Coping: A “Snap Collapse” Exercise

I have written about this long ago, but it is worth doing again, I suppose:  Now that we’re on the cusp of a weekend, with absolutely no warning whatsoever, go home and did connect your landline, turn off your power at the main breaker, and shut off your water.

The cell phone battery comes out, too.  In other words, a complete two-day exercise of being disconnected from the grid and all municipal services.

I can assure you, at the end of this simple “personal preparedness test” your thoughts about prepping will be different.  But don’t stop there:  Assume you have a bigger problem than even no water or power (or cell phone) to help you.  Now toss in a small cloud of radiation working its way through your area.  That’s when the real fun begins.

(Continues below)

 

We have been thinking a lot about this kind of contingency – for the past 10-years, Ever since we moved to the East Texas Outback.

The writing I’ve done about the “Seven Major Systems” of life (food, shelter, communications, environment, transportation, energy, and finance) were not just ‘spur-of-the-moment’ ideas.  They arose from our serious prepping for “come what may.”

In coming weeks, we will be keeping our reports at a 1,000 word limit on the free side of this site.  No such limits on the Peoplenomics.com site, of course.  And not out of any malice.  Rather, we have a ‘lot to get done.’

No matter what happens in life, there’s always that “one more thing” you discover.

For example, isolation is something you need to practice for.  In a two-day snap drill, it won’t be a big deal, at all.  But when you consider the ‘black sy’ or grid hard-down for a year (and longer) it comes to the forefront.  America is hooked – worse than heroin – with the concept that General Motor’s called the freedom of the American road.

It wasn’t just applicable to highways.  99% of folks are super-conditioned to the joys of an on-demand society.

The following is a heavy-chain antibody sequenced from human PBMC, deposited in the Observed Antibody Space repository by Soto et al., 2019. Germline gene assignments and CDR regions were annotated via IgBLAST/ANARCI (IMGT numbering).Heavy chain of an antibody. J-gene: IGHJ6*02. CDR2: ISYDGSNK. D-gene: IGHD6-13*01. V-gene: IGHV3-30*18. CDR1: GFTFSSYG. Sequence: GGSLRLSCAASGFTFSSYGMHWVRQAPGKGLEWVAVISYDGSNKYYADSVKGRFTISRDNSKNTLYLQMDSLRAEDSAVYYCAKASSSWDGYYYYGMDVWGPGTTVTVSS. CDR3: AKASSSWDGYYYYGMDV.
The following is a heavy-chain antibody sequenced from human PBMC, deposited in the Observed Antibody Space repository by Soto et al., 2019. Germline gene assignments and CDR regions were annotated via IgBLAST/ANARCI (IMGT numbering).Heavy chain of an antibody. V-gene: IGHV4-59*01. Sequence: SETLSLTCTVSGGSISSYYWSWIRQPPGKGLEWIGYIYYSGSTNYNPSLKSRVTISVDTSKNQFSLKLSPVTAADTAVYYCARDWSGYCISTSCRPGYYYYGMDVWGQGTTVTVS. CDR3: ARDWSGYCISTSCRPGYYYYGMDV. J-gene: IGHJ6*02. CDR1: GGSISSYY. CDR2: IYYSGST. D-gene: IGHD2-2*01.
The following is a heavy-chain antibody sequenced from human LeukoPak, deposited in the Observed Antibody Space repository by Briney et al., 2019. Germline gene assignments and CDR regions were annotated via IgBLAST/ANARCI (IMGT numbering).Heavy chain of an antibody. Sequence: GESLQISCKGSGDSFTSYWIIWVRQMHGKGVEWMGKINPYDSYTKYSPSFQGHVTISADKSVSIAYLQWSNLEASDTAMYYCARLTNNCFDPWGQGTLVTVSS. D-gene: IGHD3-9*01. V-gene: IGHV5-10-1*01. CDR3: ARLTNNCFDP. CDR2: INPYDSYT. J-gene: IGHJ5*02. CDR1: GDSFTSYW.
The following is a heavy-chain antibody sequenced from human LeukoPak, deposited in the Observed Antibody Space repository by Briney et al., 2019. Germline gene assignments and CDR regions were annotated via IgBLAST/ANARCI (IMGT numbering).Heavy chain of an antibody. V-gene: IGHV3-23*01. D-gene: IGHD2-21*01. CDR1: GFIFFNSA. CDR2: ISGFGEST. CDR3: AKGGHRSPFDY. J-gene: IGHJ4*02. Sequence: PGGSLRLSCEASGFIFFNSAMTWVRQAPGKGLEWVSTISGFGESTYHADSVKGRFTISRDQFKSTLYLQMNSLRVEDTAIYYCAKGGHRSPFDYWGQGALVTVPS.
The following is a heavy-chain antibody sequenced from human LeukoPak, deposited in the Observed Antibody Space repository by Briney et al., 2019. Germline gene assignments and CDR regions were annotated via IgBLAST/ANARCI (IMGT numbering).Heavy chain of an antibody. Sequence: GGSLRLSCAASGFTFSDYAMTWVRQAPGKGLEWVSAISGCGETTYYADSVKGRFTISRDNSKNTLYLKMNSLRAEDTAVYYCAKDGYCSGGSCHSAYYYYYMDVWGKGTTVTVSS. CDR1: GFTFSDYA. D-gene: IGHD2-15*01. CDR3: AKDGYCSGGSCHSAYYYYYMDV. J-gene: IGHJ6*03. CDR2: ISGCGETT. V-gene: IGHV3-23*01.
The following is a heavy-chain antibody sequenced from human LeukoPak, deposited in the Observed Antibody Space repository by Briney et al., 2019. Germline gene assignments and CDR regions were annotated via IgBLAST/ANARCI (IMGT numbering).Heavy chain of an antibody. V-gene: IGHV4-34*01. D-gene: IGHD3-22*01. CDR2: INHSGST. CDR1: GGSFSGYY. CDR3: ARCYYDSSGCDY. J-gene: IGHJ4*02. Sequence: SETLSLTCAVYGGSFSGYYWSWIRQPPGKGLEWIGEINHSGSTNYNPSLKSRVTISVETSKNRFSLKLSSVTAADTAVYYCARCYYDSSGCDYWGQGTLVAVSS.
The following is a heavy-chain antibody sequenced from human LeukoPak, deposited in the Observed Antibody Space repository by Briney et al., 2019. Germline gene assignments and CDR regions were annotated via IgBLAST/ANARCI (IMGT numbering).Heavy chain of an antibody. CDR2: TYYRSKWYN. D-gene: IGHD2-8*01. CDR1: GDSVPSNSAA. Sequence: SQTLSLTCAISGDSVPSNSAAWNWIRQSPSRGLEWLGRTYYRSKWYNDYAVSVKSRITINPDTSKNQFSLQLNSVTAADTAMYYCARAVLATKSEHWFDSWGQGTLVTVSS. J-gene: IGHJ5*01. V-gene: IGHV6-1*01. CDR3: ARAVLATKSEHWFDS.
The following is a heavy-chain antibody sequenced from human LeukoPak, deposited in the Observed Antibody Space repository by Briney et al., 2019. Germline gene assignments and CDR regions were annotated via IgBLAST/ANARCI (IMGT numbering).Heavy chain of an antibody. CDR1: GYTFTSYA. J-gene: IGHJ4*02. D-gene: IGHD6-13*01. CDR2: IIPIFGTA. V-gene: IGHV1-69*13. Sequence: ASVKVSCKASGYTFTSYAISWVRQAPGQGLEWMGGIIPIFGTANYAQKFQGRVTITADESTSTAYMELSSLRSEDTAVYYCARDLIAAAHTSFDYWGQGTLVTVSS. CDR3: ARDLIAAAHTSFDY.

When something goes bad, the “fix” is only a phone call away.  Isolation isn’t a factor when you have unlimited bandwidth coming into the home.  Water’s not a big deal, until the toilets don’t flush and you discover that sugary soda pop isn’t a thirst-quencher.

When you read about such things, it all sounds so obvious and so easy.  But when the reality of no transportation (as one aspect) sinks in, what are you going to do?  How do you handle the “snap exercise?”

The first bridge to cross is the decision to “Stay or Go?”

See, one way to address the no power, no water, no cable, no cell exercise is to get in the family car and drive to your “back-up location” – which we assume you have.

This would be a friend in a different city who you could call on the phone at a moment’s notice and say “Snap drill:  We will arrive at XX:XX time.”  Most people don’t have such a place, or especially a like-thinking location where the person you  call is all set to receive you (and your loved ones) with no notice and for an indeterminate length of time.

That way, assuming you have enough gas in the car to get there, congratulations, this is one solution to the snap drill.  Relocate to a well-provisioned backup.

The obvious flaw to this is the gas gauge when you get into the car and study the options.

For us, we MIGHT be able to lean on friends in Oklahoma or Arizona.  The former would could get to on one tank of gas, but it would have to be nearly a full tank.  That location is 3/4th’s of a tank distant.  Arizona?  We would need more gas than we (presently) have on hand at the ranch.  So we would stay.